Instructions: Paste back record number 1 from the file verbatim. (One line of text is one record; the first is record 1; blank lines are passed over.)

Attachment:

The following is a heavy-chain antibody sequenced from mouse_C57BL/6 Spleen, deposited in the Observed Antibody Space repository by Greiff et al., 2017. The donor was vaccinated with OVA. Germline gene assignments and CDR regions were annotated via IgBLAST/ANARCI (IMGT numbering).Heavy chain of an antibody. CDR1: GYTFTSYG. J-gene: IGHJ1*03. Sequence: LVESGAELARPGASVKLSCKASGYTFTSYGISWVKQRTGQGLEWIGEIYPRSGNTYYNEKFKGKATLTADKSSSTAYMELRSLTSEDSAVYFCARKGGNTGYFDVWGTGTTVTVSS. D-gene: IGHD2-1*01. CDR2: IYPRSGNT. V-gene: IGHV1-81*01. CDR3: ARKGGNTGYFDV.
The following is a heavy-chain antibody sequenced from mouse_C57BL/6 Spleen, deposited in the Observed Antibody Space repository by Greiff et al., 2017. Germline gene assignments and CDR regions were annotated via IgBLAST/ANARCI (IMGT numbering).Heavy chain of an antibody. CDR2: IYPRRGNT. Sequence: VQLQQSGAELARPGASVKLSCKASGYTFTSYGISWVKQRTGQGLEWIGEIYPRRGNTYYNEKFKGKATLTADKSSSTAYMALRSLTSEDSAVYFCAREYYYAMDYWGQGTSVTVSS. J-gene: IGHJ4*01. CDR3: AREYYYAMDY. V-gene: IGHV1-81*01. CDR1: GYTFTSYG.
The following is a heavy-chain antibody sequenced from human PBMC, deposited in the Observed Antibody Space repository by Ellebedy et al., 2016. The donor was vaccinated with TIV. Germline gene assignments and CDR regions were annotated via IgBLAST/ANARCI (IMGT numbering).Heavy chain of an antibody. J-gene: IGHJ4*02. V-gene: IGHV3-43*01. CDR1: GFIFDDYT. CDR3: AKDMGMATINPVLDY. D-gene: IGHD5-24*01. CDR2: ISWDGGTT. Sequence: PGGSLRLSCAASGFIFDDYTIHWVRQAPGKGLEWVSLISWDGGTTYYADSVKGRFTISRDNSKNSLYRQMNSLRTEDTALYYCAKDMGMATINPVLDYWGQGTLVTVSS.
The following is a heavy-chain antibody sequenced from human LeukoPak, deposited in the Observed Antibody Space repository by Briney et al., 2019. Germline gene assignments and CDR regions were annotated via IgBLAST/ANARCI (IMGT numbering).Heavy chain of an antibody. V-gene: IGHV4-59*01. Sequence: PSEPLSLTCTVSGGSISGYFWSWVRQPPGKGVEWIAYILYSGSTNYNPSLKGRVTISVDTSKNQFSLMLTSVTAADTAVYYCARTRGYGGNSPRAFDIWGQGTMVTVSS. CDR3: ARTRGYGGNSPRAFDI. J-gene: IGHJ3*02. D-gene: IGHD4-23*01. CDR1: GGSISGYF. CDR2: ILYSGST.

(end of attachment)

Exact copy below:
The following is a heavy-chain antibody sequenced from mouse_C57BL/6 Spleen, deposited in the Observed Antibody Space repository by Greiff et al., 2017. The donor was vaccinated with OVA. Germline gene assignments and CDR regions were annotated via IgBLAST/ANARCI (IMGT numbering).Heavy chain of an antibody. CDR1: GYTFTSYG. J-gene: IGHJ1*03. Sequence: LVESGAELARPGASVKLSCKASGYTFTSYGISWVKQRTGQGLEWIGEIYPRSGNTYYNEKFKGKATLTADKSSSTAYMELRSLTSEDSAVYFCARKGGNTGYFDVWGTGTTVTVSS. D-gene: IGHD2-1*01. CDR2: IYPRSGNT. V-gene: IGHV1-81*01. CDR3: ARKGGNTGYFDV.